Northern smooth-tailed tree shrews are distributed in eastern India, Southeast Asia, and on some of the Malaysian islands (von Holst, 1990).
Dendrogale murina resides in tropical forests with elevations up to 1500 m above sea level.
Dendrogale murina is the smallest of 19 species in the order Scandentia. The head-body length is 11.5 cm, with a tail length of 4 to 5 cm, weighing in at approximately 35 to 55 g. They are light in color and have facial markings, which are used to distinguish between the other smooth-tailed shrew (Dendrogale melanura), which lacks these facial markings.The upper body is brown/blackish in color, while the underside is lighter. They are short-haired and lack shoulder stripes. The tail is dark and becomes increasingly darker as it nears the tip. This species has relatively small claws (Nowak and Paradiso, 1983).
Dendrogale murina tend to breed when fruiting of local trees and shrubs is at its maximum (Blomstrom, 2001). Their weaning time is about 30 days and they usually give birth to twins. Infant Northern Smooth-tailed Tree Shrews are born weighing 6 to 10 g and are hairless, blind, and totally dependent on the mother. The mother lactates from just two nipples. The mother's milk is very high in fat content. On average a pair of these shrews mate and produce young every 45 days. Dendrogale murina reach sexual maturity after 2 months. Once sexual maturity has reached, the young are forced out of the nest; they live on their own until they find a suitable mate (von Holst, 1990).
In captivity D. murina live 9 to 10 years, but in the wild they can live to a little over 12 years (von Holst, 1990).
Northern smooth-tailed tree shrews are predominantly aboreal.
The diet of northern smooth-tailed tree shrews consists mostly of fruit, arthropods, and small vertebrates. The digestive tracts of D. murina are very simple, which allows them to pass food very fast. This means that they must eat basically all day long to maintain their energy (Eckstrom, 1996).
Not too well known, but D. murina seem to be abundant
(von Holst, 1990).
James Kyle (author), University of Michigan-Ann Arbor, Ondrej Podlaha (editor), University of Michigan-Ann Arbor.
young are born in a relatively underdeveloped state; they are unable to feed or care for themselves or locomote independently for a period of time after birth/hatching. In birds, naked and helpless after hatching.
Referring to an animal that lives in trees; tree-climbing.
having body symmetry such that the animal can be divided in one plane into two mirror-image halves. Animals with bilateral symmetry have dorsal and ventral sides, as well as anterior and posterior ends. Synapomorphy of the Bilateria.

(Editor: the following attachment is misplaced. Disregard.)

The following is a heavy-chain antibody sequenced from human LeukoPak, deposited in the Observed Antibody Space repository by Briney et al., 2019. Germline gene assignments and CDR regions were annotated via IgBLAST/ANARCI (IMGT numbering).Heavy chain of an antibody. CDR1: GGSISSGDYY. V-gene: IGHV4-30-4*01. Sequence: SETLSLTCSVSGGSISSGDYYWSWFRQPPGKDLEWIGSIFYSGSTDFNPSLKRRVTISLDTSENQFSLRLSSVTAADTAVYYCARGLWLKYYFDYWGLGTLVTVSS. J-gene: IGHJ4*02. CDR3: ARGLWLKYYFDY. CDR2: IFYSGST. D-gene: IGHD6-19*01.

uses smells or other chemicals to communicate
animals that use metabolically generated heat to regulate body temperature independently of ambient temperature. Endothermy is a synapomorphy of the Mammalia, although it may have arisen in a (now extinct) synapsid ancestor; the fossil record does not distinguish these possibilities. Convergent in birds.
having the capacity to move from one place to another.
the area in which the animal is naturally found, the region in which it is endemic.
an animal that mainly eats all kinds of things, including plants and animals
found in the oriental region of the world. In other words, India and southeast Asia.
rainforests, both temperate and tropical, are dominated by trees often forming a closed canopy with little light reaching the ground. Epiphytes and climbing plants are also abundant. Precipitation is typically not limiting, but may be somewhat seasonal.
reproduction that includes combining the genetic contribution of two individuals, a male and a female
uses touch to communicate
the region of the earth that surrounds the equator, from 23.5 degrees north to 23.5 degrees south.
reproduction in which fertilization and development take place within the female body and the developing embryo derives nourishment from the female.
Blomstrom, D. "Tree Shrews" (On-line). Accessed October 9, 2001 at http://www.geobop.com/Mammals/Scandentia/3.htm.
Eckstrom, C. Nov/Dec 1996. What is a Tree Shrew?. International Wildlife, 26: 22-27.
Gould, D., D. McKay. 1998. Pp. 86-87 in The Encyclopedia of Mammals. Sydney: Weldon Owen Pty Limited.
Nowak, R., J. Paradiso. 1983. Pp. 4-12 in Walker's Mammals of the World, Vol 2, Fourth Edition. Baltimore and London: The John Hopkins University Press.
von Holst, D. 1990. Tree Shrews. Pp. 2-12 in Grizmek's Encyclopedia of Mammals. New York: McGraw-Hill Publishing Company.